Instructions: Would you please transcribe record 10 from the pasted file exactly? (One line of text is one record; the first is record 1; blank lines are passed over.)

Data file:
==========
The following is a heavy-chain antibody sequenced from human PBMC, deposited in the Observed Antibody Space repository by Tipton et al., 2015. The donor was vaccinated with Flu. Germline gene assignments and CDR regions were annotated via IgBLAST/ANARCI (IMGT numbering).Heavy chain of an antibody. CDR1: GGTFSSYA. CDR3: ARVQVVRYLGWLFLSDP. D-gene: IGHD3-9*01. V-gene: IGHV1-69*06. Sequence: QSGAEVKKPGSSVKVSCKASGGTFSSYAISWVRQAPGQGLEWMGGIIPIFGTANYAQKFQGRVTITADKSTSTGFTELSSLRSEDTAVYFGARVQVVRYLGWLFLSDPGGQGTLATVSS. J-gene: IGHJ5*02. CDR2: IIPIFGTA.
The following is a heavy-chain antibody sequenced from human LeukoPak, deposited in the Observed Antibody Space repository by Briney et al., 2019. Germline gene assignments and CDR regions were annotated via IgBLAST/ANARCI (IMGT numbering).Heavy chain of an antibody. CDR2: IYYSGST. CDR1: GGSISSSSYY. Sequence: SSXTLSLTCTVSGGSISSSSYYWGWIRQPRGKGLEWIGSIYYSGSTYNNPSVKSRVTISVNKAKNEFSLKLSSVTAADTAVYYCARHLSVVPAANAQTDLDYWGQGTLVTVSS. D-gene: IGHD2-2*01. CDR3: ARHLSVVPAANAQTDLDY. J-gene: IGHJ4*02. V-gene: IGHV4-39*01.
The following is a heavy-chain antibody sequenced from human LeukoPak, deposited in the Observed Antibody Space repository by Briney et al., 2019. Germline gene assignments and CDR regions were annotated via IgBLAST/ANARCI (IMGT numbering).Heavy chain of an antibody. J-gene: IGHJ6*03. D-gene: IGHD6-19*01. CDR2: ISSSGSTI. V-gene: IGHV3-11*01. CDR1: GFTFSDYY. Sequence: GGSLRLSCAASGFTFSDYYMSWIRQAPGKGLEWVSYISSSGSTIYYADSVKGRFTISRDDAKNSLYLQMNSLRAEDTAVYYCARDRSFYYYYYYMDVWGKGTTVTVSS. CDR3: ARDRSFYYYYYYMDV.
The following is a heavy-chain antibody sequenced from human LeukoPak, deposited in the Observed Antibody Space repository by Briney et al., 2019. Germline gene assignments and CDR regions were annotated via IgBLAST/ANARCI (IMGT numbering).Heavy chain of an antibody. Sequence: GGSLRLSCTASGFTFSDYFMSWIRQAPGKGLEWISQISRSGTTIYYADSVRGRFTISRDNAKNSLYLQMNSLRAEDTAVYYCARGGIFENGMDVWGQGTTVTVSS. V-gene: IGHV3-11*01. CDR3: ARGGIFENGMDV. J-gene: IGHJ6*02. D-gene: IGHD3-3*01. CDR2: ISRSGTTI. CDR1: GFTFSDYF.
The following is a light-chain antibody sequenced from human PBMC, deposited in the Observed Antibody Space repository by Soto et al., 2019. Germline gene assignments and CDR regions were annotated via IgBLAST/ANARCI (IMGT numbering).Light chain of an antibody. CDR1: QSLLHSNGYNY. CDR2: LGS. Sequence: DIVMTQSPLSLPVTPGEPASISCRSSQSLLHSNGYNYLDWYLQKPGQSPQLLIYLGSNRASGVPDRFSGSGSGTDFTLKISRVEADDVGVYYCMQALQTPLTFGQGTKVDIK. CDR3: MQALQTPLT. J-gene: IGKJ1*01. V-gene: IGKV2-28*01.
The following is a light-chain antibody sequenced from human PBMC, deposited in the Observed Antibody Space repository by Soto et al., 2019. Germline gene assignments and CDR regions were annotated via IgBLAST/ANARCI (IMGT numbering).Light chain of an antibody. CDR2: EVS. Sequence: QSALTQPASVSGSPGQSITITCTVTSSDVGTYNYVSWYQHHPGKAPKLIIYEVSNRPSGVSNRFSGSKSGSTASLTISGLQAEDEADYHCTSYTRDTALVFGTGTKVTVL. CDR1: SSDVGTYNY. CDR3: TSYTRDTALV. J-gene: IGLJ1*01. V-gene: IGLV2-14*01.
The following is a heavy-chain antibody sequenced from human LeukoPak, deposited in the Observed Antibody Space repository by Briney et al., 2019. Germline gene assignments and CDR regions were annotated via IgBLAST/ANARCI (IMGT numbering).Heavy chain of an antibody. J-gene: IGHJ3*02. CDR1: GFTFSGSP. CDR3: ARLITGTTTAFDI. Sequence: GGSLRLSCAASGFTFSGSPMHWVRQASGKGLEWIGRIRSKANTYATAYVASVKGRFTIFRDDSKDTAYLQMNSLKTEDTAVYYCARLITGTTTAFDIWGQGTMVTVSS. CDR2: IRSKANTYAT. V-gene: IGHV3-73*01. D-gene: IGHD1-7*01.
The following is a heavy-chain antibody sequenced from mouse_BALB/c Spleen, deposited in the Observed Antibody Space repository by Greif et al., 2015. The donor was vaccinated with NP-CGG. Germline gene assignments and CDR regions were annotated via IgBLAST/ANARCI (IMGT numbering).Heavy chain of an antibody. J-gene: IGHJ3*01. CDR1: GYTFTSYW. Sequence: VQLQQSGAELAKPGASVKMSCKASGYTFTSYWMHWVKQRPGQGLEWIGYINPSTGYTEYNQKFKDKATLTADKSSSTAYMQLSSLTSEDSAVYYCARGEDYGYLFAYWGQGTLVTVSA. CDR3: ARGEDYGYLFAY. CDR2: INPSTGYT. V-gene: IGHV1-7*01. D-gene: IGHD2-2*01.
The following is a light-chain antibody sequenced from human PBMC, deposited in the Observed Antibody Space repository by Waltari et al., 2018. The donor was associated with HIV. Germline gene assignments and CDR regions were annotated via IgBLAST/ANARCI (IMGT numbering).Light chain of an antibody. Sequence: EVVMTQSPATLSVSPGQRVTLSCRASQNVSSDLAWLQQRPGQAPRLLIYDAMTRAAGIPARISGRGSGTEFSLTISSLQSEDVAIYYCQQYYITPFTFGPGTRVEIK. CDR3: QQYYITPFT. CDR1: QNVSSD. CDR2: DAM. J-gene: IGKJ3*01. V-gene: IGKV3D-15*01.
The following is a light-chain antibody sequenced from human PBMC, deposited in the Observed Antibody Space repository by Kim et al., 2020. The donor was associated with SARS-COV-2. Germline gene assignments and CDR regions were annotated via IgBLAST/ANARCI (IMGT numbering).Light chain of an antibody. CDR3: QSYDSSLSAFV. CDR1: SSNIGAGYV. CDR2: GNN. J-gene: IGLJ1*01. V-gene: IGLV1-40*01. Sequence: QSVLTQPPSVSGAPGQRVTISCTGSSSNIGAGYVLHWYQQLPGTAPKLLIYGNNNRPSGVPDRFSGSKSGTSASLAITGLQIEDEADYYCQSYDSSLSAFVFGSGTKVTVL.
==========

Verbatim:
The following is a light-chain antibody sequenced from human PBMC, deposited in the Observed Antibody Space repository by Kim et al., 2020. The donor was associated with SARS-COV-2. Germline gene assignments and CDR regions were annotated via IgBLAST/ANARCI (IMGT numbering).Light chain of an antibody. CDR3: QSYDSSLSAFV. CDR1: SSNIGAGYV. CDR2: GNN. J-gene: IGLJ1*01. V-gene: IGLV1-40*01. Sequence: QSVLTQPPSVSGAPGQRVTISCTGSSSNIGAGYVLHWYQQLPGTAPKLLIYGNNNRPSGVPDRFSGSKSGTSASLAITGLQIEDEADYYCQSYDSSLSAFVFGSGTKVTVL.